— lunar surface environment has a two-week zero-sunlight phenomenon, commonly referred to as ‘night’;
    — sunlight is not available during the ‘night’;
    — people with advanced lunar geography delusions should be reminded that ‘peaks of eternal light’ are a misnomer (and SpaceX is at a known misnomer risk, after Tesla and its ‘autopilot’), as ‘night’ is merely shorter there, and the price for such a modest comfort is reduction of usable lunar surface to a patch the size of a small town;
    — nuclear power is the definitive solution to lunar power generation, invulnerable to space debris and a variety of radiation, which is fairly relevant and useful in lunar surface environment;
    — Luna has no atmosphere, therefore radiative cooling into ~20K sky will work even when sunlight is above, with proper and rather simple shielding;
    — well-designed nuclear generator can provide stable power for 20, 30 or 50 years, assuming that designers are not forced to use garbage-grade uranium, but use US Navy’s fuel enrichment level of ~97%;
    — there is no risk of ‘proliferation’ on Luna, whatever that nonsense means to people who mindlessly parrot it;
    — Luna is and shall remain Greta-free for the foreseeable future, hence there is no shame in flying a nuclear generator with a ~97% enriched core in there, in case that bothers anyone.

  14. Moon surface temp at night is 100K. There are a few superconductors with Tc > 100K, but it’s pretty borderline.

  15. I agree with Andrew. On Earth you need delta-v to change orbital planes. But on the Moon you can reach different orbital planes by just very minor adjustment of your trajectory from Earth. The difference in delta-v should be negligible.

  16. Curiously, David R. Criswell was studying this exact thing for NASA when he learned of the high amount of solar energy in Space/on the Moon. He then dreamed up Lunar Solar Power.

  17. Assuming H + O rockets, seems like a hard surface would both support the rocket and prevent (non-water) spray w/o the hills.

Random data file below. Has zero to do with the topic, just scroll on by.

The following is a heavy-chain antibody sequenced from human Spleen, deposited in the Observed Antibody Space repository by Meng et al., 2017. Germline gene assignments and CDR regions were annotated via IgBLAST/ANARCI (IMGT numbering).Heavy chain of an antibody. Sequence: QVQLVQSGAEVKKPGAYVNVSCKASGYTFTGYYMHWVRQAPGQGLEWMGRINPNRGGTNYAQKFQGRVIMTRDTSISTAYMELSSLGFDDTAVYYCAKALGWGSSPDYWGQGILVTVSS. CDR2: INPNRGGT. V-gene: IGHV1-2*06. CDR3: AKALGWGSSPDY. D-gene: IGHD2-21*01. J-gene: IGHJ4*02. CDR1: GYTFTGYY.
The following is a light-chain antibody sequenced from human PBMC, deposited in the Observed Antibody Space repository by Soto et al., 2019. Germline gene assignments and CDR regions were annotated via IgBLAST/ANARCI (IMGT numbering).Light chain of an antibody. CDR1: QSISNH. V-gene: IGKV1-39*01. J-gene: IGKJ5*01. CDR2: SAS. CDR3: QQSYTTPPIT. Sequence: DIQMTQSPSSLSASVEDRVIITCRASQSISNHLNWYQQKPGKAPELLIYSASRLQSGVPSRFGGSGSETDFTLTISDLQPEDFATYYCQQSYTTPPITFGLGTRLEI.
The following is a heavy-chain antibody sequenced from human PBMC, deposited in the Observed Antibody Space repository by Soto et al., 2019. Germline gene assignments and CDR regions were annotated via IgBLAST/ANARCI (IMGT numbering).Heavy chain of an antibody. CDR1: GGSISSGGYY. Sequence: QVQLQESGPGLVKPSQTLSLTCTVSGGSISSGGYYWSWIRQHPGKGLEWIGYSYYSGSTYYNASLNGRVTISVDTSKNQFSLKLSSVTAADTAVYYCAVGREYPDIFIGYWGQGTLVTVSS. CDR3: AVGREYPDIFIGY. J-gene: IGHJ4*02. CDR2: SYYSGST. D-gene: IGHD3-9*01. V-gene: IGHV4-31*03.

18. There should be a measurement of this, how much has accumulated on the range reflectors placed by NASA in the 70’s. It may clear off as fast as it lands on an exposed surface, which solar cells would clearly be. Certainly a potential problem favoring L5 over Criswell for Earth power.

  19. There is the consideration of electrostatically levitated dust particles interfering with the panels. This is a solar driven event in which high voltages are generated by the UV light.

  20. Both Criswell and polar highland plans solve downtime with multiple collectors (or the rotating drapes) such that some are *always* (except eclipse) lit. Would the crater bottoms be cold enuf for ambient temp superconductivity? To connect these together and to load?

  21. Seems like the drapes would be in a gentle arc along a crater rim, perhaps leaning outward a little for balance, so the self-shadowing would be only a little, not all at once.

  22. My system should be simpler:
    It should be possible to just use a tripod or tetrapod so little or no excavation, with your system you require two end anchors.

    If a non-reusable lander is used it could form the core of the structure, easy to see something like a Falcon 9 booster with a few attachments.

    the structure would be cruciform with the arms supported by cables from the top of the tower, so not so much beefing up of the arms required.

    Going higher at the peaks of (near) eternal light reduces to time light is interrupted due to landscape shading

    using 2 or 3 towers spread out far along a ridge would reduce the time of light interruption.

  23. Polar landings require more Delta-V. More Delta-V means less mass landed.

    Sure there is supposed to be water there but there is a whole lot of moon elsewhere.

  24. I’m glad that you watched the video. Are you sure that your concept is the least mass / max power approach? Since the end of your arms are not being supported then the shoulders would need to be more beefy which means that the support structures would need to be more beefy. With my solar drapes concept, the support is largely due to the compressive force of the material within the towers.